Archbishop of Brisbane, Mark Coleridge performs funeral rites for late archbishop John Bathersby at St Stephen's Cathedral. Picture: Steve Pohlner/AAP
Archbishop of Brisbane, Mark Coleridge performs funeral rites for late archbishop John Bathersby at St Stephen's Cathedral. Picture: Steve Pohlner/AAP

The night two archbishops could have been killed

FORMER Catholic archbishop of Brisbane John Bathersby has been farewelled in a moving ceremony in which he was remembered as a loving, humble man of great wit and deep spirituality.

Mourners at St Stephen's Cathedral in central Brisbane were told the church would normally have been filled beyond capacity to farewell a man so deeply loved. But the threat of the coronavirus limited the congregation to 500.

Pope Francis sent a personal letter of condolence, while representatives from all major churches as well state and local governments were present.

Scores of priests attended yesterday's service, their presence seen both on the alter and in the pews.

Archbishop of Brisbane Mark Coleridge took the congregation back to Rome in the 1980s when both he and John Bathersby were younger men, studying theology and spirituality at the Vatican.

A weekly highlight for the priests was a Saturday night meal at a Rome restaurant where all present enjoyed good food and "possibly drank to much wine".

 

Former Archbishop of Brisbane John Bathersby’s funeral at St Stephen's Cathedral. Picture: Steve Pohlner/AAP
Former Archbishop of Brisbane John Bathersby’s funeral at St Stephen's Cathedral. Picture: Steve Pohlner/AAP

 

Archbishop Bathersby would hold court with his wit and humour, sharing anecdotes and recalling the marvellous characters of the Toowoomba diocese in which he had served as a young priest.

"He was delightful, often hilarious company," Archbishop Coleridge said.

One night after dinner, Archbishop Bathersby offered Archbishop Coleridge a ride home on his motor scooter.

Archbishop Coleridge said he "hung on for dear life'' as the scooter roared along the wet cobblestone streets of Rome and "was never more relieved to get home".

Looking back now, he said he found the Roman scooter trip extraordinary.

"Two Archbishops of Brisbane were on the Vespa that night, and both of us could have been killed," he said.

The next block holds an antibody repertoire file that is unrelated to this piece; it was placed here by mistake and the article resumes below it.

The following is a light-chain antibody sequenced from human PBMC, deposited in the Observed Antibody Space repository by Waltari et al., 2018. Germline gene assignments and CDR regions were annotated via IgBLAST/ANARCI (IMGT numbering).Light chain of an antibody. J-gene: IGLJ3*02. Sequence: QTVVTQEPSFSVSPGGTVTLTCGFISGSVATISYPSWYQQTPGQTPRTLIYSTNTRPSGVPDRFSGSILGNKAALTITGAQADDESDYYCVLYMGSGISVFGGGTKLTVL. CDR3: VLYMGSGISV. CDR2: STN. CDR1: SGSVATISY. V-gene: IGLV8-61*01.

The pair first met when John Bathersby was spiritual director at Brisbane's Banyo Seminary and invited the young Mark Coleridge, then a young priest in Melbourne, north for a spiritual retreat.

 

Archbishop of Brisbane, Mark Coleridge performs funeral rites for late archbishop John Bathersby at St Stephen's Cathedral. Picture: Steve Pohlner/AAP
Archbishop of Brisbane, Mark Coleridge performs funeral rites for late archbishop John Bathersby at St Stephen's Cathedral. Picture: Steve Pohlner/AAP

 

Archbishop Coleridge said he expected to find a deep "otherworldly'' figure when he arrived.

"What I found could hardly have been more different," he said.

"He was an Aussie original and a Queensland classic."

Archbishop Bathersby's spirituality ran deep and he possessed a high level of intelligence, he said.

But he combined this with a robust physicality which allowed for a life long passion for sports and mountain climbing.

Archbishop Bathersby did not speak the language of philosophy nor specialise in intellectual argument, Archbishop Coleridge said.

Instead he offered "the argument of love".

Archbishop Bathersby, 83, led the Brisbane Archdiocese from December 3, 1991, until his retirement on November 14, 2011, one of only five Catholic archbishops of Brisbane since 1917.

He died at The Wesley Hospital at Auchenflower on March 9 after a long illness.

 

Late Archbishop of Brisbane John Bathersby
Late Archbishop of Brisbane John Bathersby